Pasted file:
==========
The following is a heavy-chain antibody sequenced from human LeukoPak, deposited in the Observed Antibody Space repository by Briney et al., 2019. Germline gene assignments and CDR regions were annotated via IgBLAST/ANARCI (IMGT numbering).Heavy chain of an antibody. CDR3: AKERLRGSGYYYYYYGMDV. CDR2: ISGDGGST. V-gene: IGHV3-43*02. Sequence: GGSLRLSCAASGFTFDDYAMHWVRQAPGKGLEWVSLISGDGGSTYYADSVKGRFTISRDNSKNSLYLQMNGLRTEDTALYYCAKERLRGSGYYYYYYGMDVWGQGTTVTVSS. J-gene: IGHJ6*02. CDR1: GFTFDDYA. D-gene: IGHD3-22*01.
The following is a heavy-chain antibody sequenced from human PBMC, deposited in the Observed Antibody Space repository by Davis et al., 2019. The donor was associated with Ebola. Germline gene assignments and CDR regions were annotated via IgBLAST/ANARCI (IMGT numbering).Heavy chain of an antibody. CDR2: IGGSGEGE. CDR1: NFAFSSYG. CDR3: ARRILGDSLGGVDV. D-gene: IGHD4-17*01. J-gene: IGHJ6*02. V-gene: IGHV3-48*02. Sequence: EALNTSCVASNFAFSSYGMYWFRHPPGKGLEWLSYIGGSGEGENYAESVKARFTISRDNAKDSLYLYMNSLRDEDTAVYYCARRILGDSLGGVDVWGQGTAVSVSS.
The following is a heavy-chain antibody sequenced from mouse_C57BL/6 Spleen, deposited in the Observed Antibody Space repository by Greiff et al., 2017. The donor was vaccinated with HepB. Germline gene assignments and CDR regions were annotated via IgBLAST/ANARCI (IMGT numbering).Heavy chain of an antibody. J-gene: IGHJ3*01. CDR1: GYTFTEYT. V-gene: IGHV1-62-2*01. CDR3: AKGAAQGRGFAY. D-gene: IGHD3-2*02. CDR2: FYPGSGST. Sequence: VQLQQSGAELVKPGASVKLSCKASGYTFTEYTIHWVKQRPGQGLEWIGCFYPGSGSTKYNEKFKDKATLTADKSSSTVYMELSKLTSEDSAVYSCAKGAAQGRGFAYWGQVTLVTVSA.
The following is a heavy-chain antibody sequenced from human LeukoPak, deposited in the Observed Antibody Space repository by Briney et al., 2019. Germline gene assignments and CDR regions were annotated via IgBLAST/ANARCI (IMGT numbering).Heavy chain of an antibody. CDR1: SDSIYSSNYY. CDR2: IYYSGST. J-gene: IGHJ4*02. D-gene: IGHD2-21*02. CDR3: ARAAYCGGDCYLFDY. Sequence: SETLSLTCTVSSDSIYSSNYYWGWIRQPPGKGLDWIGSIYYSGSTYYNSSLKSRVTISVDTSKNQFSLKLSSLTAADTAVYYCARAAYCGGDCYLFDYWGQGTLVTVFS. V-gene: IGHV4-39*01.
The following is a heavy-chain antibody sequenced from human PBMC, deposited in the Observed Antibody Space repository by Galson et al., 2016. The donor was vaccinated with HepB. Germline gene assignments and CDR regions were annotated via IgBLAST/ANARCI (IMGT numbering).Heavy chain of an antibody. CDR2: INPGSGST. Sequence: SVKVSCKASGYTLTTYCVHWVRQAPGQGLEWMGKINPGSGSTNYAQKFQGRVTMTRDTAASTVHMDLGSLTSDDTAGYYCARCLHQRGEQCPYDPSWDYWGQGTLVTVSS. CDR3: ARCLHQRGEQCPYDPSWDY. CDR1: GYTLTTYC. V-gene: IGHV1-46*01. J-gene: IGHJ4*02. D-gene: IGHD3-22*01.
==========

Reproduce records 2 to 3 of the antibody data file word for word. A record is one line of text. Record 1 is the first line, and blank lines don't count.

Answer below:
The following is a heavy-chain antibody sequenced from human PBMC, deposited in the Observed Antibody Space repository by Davis et al., 2019. The donor was associated with Ebola. Germline gene assignments and CDR regions were annotated via IgBLAST/ANARCI (IMGT numbering).Heavy chain of an antibody. CDR2: IGGSGEGE. CDR1: NFAFSSYG. CDR3: ARRILGDSLGGVDV. D-gene: IGHD4-17*01. J-gene: IGHJ6*02. V-gene: IGHV3-48*02. Sequence: EALNTSCVASNFAFSSYGMYWFRHPPGKGLEWLSYIGGSGEGENYAESVKARFTISRDNAKDSLYLYMNSLRDEDTAVYYCARRILGDSLGGVDVWGQGTAVSVSS.
The following is a heavy-chain antibody sequenced from mouse_C57BL/6 Spleen, deposited in the Observed Antibody Space repository by Greiff et al., 2017. The donor was vaccinated with HepB. Germline gene assignments and CDR regions were annotated via IgBLAST/ANARCI (IMGT numbering).Heavy chain of an antibody. J-gene: IGHJ3*01. CDR1: GYTFTEYT. V-gene: IGHV1-62-2*01. CDR3: AKGAAQGRGFAY. D-gene: IGHD3-2*02. CDR2: FYPGSGST. Sequence: VQLQQSGAELVKPGASVKLSCKASGYTFTEYTIHWVKQRPGQGLEWIGCFYPGSGSTKYNEKFKDKATLTADKSSSTVYMELSKLTSEDSAVYSCAKGAAQGRGFAYWGQVTLVTVSA.